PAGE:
Q&A: DCA projection team talks Tarantino


29 July 2019

Quentin Tarantino's new film Once Upon a Time in… Hollywood is a star-studded epic that's already earning rave reviews. A cinematic ode to 1960s-70s L.A., it tells the story of a fading actor and his stunt-double (Leonardo DiCaprio and Brad Pitt) struggling to keep their careers afloat in a fast-changing world, while looking on enviously at the seemingly charmed lives of neighbours Sharon Tate (Margot Robbie) and Roman Polanski…

Fast, funny and visually gorgeous, we know this'll be a must-see for our loyal cinema fans, so to make it a really special experience, we're thrilled to bring you Once Upon a Time in… Hollywood in glorious 35mm! We ventured into the magical world of the DCA Projection Booth to chat to Ian Banks, our chief projectionist, and newest addition to the team Cieran McCusker about the joys and challenges of this much-loved film format.

Hello Ian and Cieran, we're so excited to see the new Tarantino in 35mm! What do you think is the most appealing thing about seeing a film in this format? Can you remember the first film you screened on 35mm?

IAN: To me the most appealing thing about presenting a film in 35mm format is the excuse to fire up the wonder of engineering that is a 35mm projector. They really are something to behold and the symphony of gears and sprockets whirring away is strangely soothing. In an age of built-in obsolescence there is something very satisfying about watching a machine doing it's job for 30 years or more, sometimes way more!

The machinery is complex but there is an elegant simplicity to the process, the projector lens acting just like your eye. In a sense you are seeing a reversal of how the image was originally captured, which can't fail to involve you.

Now the first film I projected took a bit of chin scratching, but I think it was Ruby in Paradise at the Steps Theatre about 25 years ago.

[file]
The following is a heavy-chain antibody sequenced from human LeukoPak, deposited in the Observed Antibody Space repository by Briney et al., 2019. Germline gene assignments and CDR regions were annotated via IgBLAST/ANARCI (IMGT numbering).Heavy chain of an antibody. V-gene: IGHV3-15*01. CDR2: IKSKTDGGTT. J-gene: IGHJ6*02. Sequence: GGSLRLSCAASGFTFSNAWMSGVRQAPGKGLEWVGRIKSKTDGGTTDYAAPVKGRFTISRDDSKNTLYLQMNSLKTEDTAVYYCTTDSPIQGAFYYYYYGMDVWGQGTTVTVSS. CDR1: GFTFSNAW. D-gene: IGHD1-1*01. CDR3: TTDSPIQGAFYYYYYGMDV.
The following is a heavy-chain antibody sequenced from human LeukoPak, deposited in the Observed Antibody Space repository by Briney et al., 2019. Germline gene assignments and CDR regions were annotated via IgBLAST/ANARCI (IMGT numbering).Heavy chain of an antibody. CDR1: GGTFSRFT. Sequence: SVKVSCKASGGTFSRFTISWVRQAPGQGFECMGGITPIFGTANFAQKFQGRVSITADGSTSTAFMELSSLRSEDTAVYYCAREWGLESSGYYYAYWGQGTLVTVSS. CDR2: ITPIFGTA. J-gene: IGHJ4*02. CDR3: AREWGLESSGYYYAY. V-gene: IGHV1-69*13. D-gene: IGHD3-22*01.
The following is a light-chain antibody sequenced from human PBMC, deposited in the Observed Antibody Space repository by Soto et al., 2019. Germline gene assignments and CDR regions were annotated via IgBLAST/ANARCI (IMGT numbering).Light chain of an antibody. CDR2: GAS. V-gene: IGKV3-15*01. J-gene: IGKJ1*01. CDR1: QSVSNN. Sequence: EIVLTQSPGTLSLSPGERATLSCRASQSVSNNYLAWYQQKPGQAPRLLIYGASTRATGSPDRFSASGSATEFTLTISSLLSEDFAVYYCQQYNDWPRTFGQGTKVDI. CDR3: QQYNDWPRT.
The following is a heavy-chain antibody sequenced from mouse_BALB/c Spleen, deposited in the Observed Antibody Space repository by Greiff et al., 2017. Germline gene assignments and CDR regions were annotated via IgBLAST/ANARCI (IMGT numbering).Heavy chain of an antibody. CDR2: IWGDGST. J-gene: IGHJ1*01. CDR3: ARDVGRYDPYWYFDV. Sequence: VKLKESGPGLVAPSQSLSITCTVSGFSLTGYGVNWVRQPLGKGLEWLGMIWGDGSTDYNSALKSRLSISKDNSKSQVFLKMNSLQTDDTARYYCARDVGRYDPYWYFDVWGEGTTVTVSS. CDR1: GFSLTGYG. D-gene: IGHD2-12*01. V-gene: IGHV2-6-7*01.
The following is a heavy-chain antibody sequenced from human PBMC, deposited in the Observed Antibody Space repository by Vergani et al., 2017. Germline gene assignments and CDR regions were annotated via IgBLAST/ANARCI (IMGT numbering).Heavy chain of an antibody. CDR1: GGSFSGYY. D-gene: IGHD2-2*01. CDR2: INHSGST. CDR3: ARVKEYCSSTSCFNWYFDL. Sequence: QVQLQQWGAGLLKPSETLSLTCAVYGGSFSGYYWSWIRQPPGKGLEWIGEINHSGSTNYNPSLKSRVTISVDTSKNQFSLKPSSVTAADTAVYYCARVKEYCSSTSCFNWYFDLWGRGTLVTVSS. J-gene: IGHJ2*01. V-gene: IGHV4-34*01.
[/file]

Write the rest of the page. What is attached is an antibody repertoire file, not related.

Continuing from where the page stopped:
“The machinery is complex but there is an elegant simplicity to the process…”

CIERAN: I'm both ecstatic and very fortunate to be able to screen Once Upon a Time in… Hollywood on 35mm, such is the rarity of the opportunity these days with new releases being 99% digital.

While digital is crisp and sharp, a good 35mm print can retain such quality and greater depth of detail whilst also managing to bring something conversely soft and warm to the image. It's more pleasing to the eye. This is even more so the case when the film in question has been shot on 35mm and is being presented on a brand new print, as will be the case with our shows!

Until I officially became a projectionist in January this year, I'd had experience of doing bits and bobs wherever I could find and pester any projectionists to show me how to run 35mm and 70mm! So while I might have laced up some reels of Dunkirk here or done changeovers during 2001 there over the years, I guess it wasn't until this March at DCA here where I did my first full 35mm show - and that was the 1953 Japanese film Where Chimneys Are Seen.

As a projectionist, what are the challenges of a 35mm film run? Does the team need to do special training or prep?

IAN: In this case, not blinking! We are showing the film on spools with changeovers, proper old-school. The cue marks are on screen for about one-fifth of a second which is around the same time it takes to blink. You miss it and you flash the tail leader on screen, which would have projectionists the world over face-palming. Lots of lacing-up, constant checking, rewinding, maintaining the focus, it's all go for us and it feels like running a live event.

CIERAN: The greatest challenge of running 35mm is being constantly on the ball and concentrated and this comes through the greatest training: practice. Monitoring the focus, lacing-up correctly and accurately, keeping an eye (and ear) on the film tension and sound, the art of the changeover - these are just a few of the many things you can be shown and must think about when running 35mm but which you can only improve on by doing yourself.

As for preparation, that begins as soon as we receive word of a 35mm booking and we'll begin to do everything we can, from simply oiling and greasing the machines to cutting new aperture plates and replacing sound heads if necessary!

Any other tips or behind-the-scenes secrets you'd like to share with us?

“…see if you can spot when we changeover between projectors”

IAN: You might have already been introduced to the humble cue mark by Brad Pitt in Fight Club, so It's fitting that he's starring in this, and you'll catch a glimpse of some vintage projectors too. Cue marks are at the top-right of the screen every 18 to 20 mins, so see if you can spot when we changeover between projectors. I'm hoping you won't or I'm getting rusty !

CIERAN: If you're interested in working as a projectionist, the greatest words of advice I've learned are: don't flap, check you're picking up the right reel to lace, and always clip the bottom spool.

Wow, thanks to Ian, Cieran, and everyone working behind-the-scenes to bring us this sumptuous cinema treat in 35mm - we're confident Quentin would approve.

Once Upon a Time in… Hollywood is screening in 35mm from Wed 14 - Thu 29 August; booking opens on Tue 30 June. Enjoy (and don't blink)!

Close comments
  • There are no comments so far…